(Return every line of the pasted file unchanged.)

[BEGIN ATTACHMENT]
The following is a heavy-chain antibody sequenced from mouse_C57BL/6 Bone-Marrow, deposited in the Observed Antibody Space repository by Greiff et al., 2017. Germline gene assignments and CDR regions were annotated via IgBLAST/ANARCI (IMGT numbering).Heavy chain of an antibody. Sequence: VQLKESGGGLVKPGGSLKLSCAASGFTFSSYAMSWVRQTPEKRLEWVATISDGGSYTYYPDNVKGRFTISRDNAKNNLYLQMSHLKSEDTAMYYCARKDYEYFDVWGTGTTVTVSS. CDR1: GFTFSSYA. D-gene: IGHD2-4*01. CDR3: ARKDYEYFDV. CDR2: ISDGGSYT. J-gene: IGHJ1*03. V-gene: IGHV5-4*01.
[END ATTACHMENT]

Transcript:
The following is a heavy-chain antibody sequenced from mouse_C57BL/6 Bone-Marrow, deposited in the Observed Antibody Space repository by Greiff et al., 2017. Germline gene assignments and CDR regions were annotated via IgBLAST/ANARCI (IMGT numbering).Heavy chain of an antibody. Sequence: VQLKESGGGLVKPGGSLKLSCAASGFTFSSYAMSWVRQTPEKRLEWVATISDGGSYTYYPDNVKGRFTISRDNAKNNLYLQMSHLKSEDTAMYYCARKDYEYFDVWGTGTTVTVSS. CDR1: GFTFSSYA. D-gene: IGHD2-4*01. CDR3: ARKDYEYFDV. CDR2: ISDGGSYT. J-gene: IGHJ1*03. V-gene: IGHV5-4*01.